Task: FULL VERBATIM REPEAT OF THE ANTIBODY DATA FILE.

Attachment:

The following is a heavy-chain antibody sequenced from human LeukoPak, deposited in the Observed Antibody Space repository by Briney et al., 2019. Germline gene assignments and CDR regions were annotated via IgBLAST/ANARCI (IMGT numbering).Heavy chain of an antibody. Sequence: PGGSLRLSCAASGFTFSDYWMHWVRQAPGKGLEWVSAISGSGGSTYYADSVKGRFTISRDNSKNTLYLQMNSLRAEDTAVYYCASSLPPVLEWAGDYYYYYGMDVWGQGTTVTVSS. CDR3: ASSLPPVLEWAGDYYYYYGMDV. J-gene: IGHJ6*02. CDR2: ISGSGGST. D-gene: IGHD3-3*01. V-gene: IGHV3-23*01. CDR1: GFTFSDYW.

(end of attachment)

The following is a heavy-chain antibody sequenced from human LeukoPak, deposited in the Observed Antibody Space repository by Briney et al., 2019. Germline gene assignments and CDR regions were annotated via IgBLAST/ANARCI (IMGT numbering).Heavy chain of an antibody. Sequence: PGGSLRLSCAASGFTFSDYWMHWVRQAPGKGLEWVSAISGSGGSTYYADSVKGRFTISRDNSKNTLYLQMNSLRAEDTAVYYCASSLPPVLEWAGDYYYYYGMDVWGQGTTVTVSS. CDR3: ASSLPPVLEWAGDYYYYYGMDV. J-gene: IGHJ6*02. CDR2: ISGSGGST. D-gene: IGHD3-3*01. V-gene: IGHV3-23*01. CDR1: GFTFSDYW.